An excerpt from my book, A True Origin Story – How To Be A Real Life Superhero In 12 Steps
If you could become something other than who/what you are now and bring that new you out onto the streets to try to make a difference in the world, would you do it?
To be honest, I didn’t really want to “reinvent” anything. I just wanted to be a better version of the person I already was. And who was I before this RLSH bomb was dropped on my doorstep? Pretty much the same person I am right now, only less busy.
I was born in the Philippines to an Irish-Filipino father and a Spanish-Filipino mother. Dad was in the Navy and when he met mom, it was craziness at first sight. They loved each other, but most of their relationship was crazy. We moved to the United States when I was two. They divorced when I was 16. I lived with mom and all my life I was exposed to my mother’s generosity and compassion. I still call my mother the “O.G. RLSH.” Our couches were never free of relatives and friends needing a place to stay or a hand up. My mom would feed anyone who was hungry and help anyone who needed it. I grew up in a household that knew how to share whatever little we had.
I grew up, went to school, got married to the wrong guy, had a couple of beautiful kids and got divorced 10 years later. I went back to school, went to work, tried to be both mom and dad to my kids, and eventually met another guy. Thankfully, this time, he was the right one. We had another great kid and I spent my days driving a commuter train, managing bouncers at SF’s oldest nightclub, managing a day spa and taking care of my family. If you were to do a background check, you’d be pretty bored with the results. I’m no angel, but I’m pretty tame when it comes to scandal. I have no criminal record, I’m honest and I try to be fair to everyone. Even my ex-husband tells people that he’s got nothing bad to say about me. I’m outgoing, I make friends easily and I’m loyal to a fault. Let’s stop and think about this for a second- if someone’s claiming to be a “Real Life Superhero,” wouldn’t you want him or her to be honest and true? Wouldn’t you want to know that they represent the good side of humanity? Believe it or not, I know several people who call themselves “RLSH,” yet continue to be substance abusers, unfaithful spouses, deadbeat dads, and terrible liars. No, you don’t have to be perfect to want to help your fellow man, and you obviously don’t have to be a good citizen to wear the RLSH label, but when your messy lifestyle affects your ability to do anything other than talk trash on the internet, you should really re-think claiming the title of Real Life Superhero. Too many RLSH ignore fixing the problems in their real lives only to put all their energy into their superhero persona. They think that they can compartmentalize, but the truth is, when your real life is imbalanced, it starts to show in your attempts at hero work. I’ve seen it a hundred times.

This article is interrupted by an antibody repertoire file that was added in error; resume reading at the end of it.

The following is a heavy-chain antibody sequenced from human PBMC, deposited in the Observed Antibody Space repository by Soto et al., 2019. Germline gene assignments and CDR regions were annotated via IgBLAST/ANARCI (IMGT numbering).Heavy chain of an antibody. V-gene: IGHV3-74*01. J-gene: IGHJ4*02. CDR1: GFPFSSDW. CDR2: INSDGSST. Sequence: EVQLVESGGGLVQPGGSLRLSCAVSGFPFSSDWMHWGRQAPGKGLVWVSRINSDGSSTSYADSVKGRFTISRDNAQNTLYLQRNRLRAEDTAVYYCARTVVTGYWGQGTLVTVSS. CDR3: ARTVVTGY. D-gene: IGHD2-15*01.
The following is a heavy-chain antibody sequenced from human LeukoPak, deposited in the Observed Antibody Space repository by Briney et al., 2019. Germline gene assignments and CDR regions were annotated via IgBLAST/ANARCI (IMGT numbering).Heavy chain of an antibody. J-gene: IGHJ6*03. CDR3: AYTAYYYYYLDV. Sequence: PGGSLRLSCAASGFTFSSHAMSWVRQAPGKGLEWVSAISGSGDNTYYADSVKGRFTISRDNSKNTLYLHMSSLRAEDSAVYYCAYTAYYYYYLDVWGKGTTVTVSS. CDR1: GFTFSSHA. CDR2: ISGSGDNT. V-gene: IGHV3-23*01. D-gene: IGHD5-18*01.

Those that interview us always ask if there was a single event that I could point to that started me down this path. (Interviewers are always looking for that one movie moment.) Unfortunately, the impetus or my origin wasn’t the result of one specific event, but rather, the culmination of several. I’ve been through some personal horror – abuse, molestation as a child, homelessness, the murders of two friends … some pretty horrific shit. Thankfully, those tragedies, those negative experiences strengthened my resolve to not let the same things happen to anyone I knew, or to myself, ever again.
All my previous jobs, my life experiences – it took some time, but I now understand that they’d all been preparing me for this part of my life.
The one thing that’s remained a constant is the desire to do something. I got that from my mother and there’s really no way to get away from it. She was always taking food baskets to hungry friends and relatives, loaning money she didn’t have (with no expectation of repayment), and going out of her way to help strangers. This heritage of caring, paired with those aforementioned negative experiences, is where I draw much of my energy today. If you see me on the street, I look no different from anyone else, but under my clothing, I’m always wearing that invisible “S” on my chest. If someone needs help, and I’m able to give it, you can be damned sure I will help. That might sound corny, but if I’ve ever come to your aid, you know that I mean what I say.
So back to the original question – If you could become something other than who/what you are now and bring that new you out onto the streets to try to make a difference in the world, would you do it?
Let’s start smaller.
If you could change your name to something fun, something cool, something that’s supposed to represent your beliefs, and sounds slightly superhero-ish, what would you change it to?